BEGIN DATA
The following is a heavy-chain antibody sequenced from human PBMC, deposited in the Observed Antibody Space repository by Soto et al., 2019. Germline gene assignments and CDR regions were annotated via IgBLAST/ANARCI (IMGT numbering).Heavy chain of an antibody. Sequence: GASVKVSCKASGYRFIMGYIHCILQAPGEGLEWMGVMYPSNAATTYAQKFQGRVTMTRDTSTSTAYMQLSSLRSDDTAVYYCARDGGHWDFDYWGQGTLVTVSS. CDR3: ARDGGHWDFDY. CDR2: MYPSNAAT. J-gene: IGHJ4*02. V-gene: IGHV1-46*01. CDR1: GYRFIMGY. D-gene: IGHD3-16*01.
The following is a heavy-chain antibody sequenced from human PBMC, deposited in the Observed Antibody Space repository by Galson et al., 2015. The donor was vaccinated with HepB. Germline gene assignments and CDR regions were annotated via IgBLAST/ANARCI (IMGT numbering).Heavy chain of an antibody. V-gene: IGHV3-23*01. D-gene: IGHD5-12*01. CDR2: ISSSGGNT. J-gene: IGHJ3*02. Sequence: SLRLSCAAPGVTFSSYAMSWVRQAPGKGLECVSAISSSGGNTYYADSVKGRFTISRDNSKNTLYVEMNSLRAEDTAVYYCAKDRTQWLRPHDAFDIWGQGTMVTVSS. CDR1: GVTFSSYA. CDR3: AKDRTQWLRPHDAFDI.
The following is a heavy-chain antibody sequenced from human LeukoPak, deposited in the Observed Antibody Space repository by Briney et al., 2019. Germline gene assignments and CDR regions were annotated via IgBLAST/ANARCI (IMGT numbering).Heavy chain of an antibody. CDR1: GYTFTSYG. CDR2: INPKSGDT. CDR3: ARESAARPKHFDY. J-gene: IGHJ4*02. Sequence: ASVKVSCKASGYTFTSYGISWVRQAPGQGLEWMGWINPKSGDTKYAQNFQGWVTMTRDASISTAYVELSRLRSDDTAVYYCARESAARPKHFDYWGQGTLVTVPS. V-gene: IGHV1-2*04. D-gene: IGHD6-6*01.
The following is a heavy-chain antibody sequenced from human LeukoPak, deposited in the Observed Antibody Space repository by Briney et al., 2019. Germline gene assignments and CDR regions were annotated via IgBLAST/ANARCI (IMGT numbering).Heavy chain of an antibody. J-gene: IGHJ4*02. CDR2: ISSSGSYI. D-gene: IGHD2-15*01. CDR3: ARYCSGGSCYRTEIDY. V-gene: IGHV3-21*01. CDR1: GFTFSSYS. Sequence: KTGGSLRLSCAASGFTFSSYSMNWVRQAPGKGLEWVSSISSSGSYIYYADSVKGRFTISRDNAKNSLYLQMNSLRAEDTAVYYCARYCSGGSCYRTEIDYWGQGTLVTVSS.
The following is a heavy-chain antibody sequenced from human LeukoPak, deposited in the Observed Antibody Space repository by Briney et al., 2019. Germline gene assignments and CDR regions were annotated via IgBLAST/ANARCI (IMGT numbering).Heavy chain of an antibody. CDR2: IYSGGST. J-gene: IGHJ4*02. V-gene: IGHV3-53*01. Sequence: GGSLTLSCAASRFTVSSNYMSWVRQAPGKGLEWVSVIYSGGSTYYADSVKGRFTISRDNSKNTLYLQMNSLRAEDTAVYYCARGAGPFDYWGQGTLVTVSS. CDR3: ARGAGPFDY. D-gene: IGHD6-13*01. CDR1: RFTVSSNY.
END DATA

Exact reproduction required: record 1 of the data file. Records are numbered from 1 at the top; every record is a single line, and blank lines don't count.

The following is a heavy-chain antibody sequenced from human PBMC, deposited in the Observed Antibody Space repository by Soto et al., 2019. Germline gene assignments and CDR regions were annotated via IgBLAST/ANARCI (IMGT numbering).Heavy chain of an antibody. Sequence: GASVKVSCKASGYRFIMGYIHCILQAPGEGLEWMGVMYPSNAATTYAQKFQGRVTMTRDTSTSTAYMQLSSLRSDDTAVYYCARDGGHWDFDYWGQGTLVTVSS. CDR3: ARDGGHWDFDY. CDR2: MYPSNAAT. J-gene: IGHJ4*02. V-gene: IGHV1-46*01. CDR1: GYRFIMGY. D-gene: IGHD3-16*01.